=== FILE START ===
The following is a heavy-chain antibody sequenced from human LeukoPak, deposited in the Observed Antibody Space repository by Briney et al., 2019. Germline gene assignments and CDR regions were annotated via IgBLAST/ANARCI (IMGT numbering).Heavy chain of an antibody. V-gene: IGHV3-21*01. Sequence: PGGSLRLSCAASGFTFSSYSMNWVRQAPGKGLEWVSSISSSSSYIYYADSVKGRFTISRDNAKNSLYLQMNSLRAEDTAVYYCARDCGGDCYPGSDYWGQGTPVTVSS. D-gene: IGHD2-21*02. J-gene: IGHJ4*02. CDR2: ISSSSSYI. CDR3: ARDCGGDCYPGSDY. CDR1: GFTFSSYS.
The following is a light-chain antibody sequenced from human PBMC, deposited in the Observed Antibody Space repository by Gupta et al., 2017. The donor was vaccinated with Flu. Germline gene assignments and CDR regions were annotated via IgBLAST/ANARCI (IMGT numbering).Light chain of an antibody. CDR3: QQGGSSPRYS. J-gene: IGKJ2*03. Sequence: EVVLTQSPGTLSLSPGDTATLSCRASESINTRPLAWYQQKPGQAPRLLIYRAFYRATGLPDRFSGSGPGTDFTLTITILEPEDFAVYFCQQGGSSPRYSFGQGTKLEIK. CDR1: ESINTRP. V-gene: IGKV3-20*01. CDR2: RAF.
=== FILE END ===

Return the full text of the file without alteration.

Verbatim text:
The following is a heavy-chain antibody sequenced from human LeukoPak, deposited in the Observed Antibody Space repository by Briney et al., 2019. Germline gene assignments and CDR regions were annotated via IgBLAST/ANARCI (IMGT numbering).Heavy chain of an antibody. V-gene: IGHV3-21*01. Sequence: PGGSLRLSCAASGFTFSSYSMNWVRQAPGKGLEWVSSISSSSSYIYYADSVKGRFTISRDNAKNSLYLQMNSLRAEDTAVYYCARDCGGDCYPGSDYWGQGTPVTVSS. D-gene: IGHD2-21*02. J-gene: IGHJ4*02. CDR2: ISSSSSYI. CDR3: ARDCGGDCYPGSDY. CDR1: GFTFSSYS.
The following is a light-chain antibody sequenced from human PBMC, deposited in the Observed Antibody Space repository by Gupta et al., 2017. The donor was vaccinated with Flu. Germline gene assignments and CDR regions were annotated via IgBLAST/ANARCI (IMGT numbering).Light chain of an antibody. CDR3: QQGGSSPRYS. J-gene: IGKJ2*03. Sequence: EVVLTQSPGTLSLSPGDTATLSCRASESINTRPLAWYQQKPGQAPRLLIYRAFYRATGLPDRFSGSGPGTDFTLTITILEPEDFAVYFCQQGGSSPRYSFGQGTKLEIK. CDR1: ESINTRP. V-gene: IGKV3-20*01. CDR2: RAF.